Geotagging & mapping Imaging

Commons on Flickr – one month later

Our experiment with the Commons on Flickr continues and barring a few hours delay we have managed to keep to our promise of 50 new images a week. We’re up to 400 images now with the most recent 50 going live this morning. 158 of these have been geotagged.

Some statistics:

– we’ve been added as contacts by 230 people
– our images have been viewed 39,685 times to yesterday. That’s more than an entire year on the old Tyrrell website (which, incidentally, has more images and is better indexed by Google)
– the most viewed image is ‘Woman inside a settler’s hut’ with 1109 views
– 75% of our traffic comes from within Flickr, 13% direct, 10% from other websites linking, and less than 1% from search.
– of the 400 images, 31 have been commented on
– 109 have been favourited (the most favourited are the ‘Woman inside a settler’s hut’ and ‘Bondi Bay’.

Tonnes of tags have been added and they have been of a quality that we’ve not experienced in our other tagging projects. I am firmly of the belief that the quality is a result of the Flickr environment (lets call it ‘culture’) and its userbase.

Here’s our tag cloud.

Some notable interaction highlights include –

– user tagging of image content (the copious use of notes to identify features) on images like Sydney Harbour from Government House

– addition of extra information in the comments field such as on the HMS Undine from Fort Macquarie along with copious tagging

– discussion of possible image locations like this long demolished pub in the Rocks. I like this one especially because the discussion takes place over at Yahoo Answers. This also happens within Flickr as in this example from Wentworth Falls in the Blue Mountains.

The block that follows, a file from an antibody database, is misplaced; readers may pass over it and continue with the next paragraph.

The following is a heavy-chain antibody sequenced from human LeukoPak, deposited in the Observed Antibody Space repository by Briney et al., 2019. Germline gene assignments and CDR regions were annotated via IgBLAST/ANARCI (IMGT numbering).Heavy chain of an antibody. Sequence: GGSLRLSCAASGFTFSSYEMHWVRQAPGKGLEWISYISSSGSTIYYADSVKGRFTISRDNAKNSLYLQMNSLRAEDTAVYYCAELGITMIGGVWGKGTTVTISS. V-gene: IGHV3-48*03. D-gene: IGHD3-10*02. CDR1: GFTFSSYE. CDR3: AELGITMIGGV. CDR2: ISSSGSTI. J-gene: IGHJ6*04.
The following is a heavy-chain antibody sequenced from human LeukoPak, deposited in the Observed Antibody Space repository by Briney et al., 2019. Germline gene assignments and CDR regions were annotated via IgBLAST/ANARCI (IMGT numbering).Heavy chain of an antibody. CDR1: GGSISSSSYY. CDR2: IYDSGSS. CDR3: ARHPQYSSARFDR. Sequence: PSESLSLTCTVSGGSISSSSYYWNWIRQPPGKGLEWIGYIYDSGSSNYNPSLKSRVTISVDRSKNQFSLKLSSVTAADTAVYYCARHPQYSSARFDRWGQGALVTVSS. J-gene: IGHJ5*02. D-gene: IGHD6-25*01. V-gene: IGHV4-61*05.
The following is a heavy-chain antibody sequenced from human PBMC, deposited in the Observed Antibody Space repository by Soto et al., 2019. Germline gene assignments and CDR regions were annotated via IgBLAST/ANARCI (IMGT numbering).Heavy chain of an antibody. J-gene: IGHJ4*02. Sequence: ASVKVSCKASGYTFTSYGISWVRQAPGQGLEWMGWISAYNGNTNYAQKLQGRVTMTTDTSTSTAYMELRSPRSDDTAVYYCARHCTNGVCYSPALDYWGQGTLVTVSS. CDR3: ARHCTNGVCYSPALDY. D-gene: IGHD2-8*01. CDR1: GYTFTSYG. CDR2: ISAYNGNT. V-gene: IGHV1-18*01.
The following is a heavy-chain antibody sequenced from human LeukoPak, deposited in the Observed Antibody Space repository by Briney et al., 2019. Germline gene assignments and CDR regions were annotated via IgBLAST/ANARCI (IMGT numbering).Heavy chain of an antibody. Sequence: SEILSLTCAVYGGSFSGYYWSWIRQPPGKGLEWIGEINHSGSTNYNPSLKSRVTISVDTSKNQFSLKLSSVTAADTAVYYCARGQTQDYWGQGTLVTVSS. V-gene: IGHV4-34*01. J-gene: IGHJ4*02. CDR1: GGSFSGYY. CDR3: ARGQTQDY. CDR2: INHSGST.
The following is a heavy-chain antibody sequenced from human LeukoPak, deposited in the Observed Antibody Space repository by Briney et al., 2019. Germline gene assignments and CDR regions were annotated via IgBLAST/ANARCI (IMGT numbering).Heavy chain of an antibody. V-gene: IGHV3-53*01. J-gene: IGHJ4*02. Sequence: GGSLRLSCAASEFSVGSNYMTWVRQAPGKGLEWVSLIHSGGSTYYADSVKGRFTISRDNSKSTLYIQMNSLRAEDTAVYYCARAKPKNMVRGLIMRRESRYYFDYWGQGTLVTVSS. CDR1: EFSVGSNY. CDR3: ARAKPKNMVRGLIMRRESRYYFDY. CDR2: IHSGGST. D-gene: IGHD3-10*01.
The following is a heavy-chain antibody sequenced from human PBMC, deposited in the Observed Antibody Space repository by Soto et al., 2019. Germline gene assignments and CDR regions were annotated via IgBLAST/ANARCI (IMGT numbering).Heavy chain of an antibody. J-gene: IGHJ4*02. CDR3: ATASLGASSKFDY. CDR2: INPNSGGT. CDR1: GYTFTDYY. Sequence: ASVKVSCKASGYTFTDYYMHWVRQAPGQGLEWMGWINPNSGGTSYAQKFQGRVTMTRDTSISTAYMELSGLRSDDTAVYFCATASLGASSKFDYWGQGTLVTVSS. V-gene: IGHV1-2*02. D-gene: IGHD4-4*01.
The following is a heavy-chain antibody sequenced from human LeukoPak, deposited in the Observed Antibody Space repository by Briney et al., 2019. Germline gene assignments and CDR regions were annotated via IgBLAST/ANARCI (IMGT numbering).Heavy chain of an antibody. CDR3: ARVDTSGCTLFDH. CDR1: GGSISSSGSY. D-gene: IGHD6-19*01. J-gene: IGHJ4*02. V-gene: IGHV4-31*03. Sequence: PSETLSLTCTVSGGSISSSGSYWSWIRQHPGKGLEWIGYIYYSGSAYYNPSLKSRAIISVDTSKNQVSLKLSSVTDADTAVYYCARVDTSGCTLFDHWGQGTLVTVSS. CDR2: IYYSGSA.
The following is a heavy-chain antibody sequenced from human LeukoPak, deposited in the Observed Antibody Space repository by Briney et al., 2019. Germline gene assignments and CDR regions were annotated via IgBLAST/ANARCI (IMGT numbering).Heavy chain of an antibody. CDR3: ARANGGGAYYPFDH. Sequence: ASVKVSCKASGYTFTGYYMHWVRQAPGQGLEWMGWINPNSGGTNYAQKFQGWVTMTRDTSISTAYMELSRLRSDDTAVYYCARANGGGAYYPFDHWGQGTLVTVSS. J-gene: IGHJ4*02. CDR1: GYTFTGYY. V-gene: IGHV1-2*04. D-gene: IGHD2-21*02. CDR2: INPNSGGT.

I will post a three month update when the time comes. We are currently in the process of contacting local historical societies and libraries to spread the awareness of these images beyond the Flickr community as well as linking up with groups within Flickr. This takes considerable time and effort and once again raises the issue of ongoing resourcing to keep up the level of interaction and audience engagement.

If you any specific questions leave them in the comments. Otherwise go over to take a look at the latest photos we’ve uploaded and start tagging them!

3 replies on “Commons on Flickr – one month later”

Yee har! Congratulations, Seb and team! These are fantastic numbers, and I still find myself wandering back to those gorgeous pioneering images in the Tyrrell Collection. YAY!

Hi Seb
That’s an interesting comment about the quality of the tags. Is there something there about the specialised community that engages with Flickr and the way that it differs from a more general museum-type audience? Is it worth considering Commons as a casestudy for the ESM project?


I’ve noticed that the Tyrell pics on flickr are starting to come up quite high in Google searches.

What exactly do you mean when you write, “…the old Tyrrell website (which, incidentally, has more images and is better indexed by Google)”? By what measure is it better?

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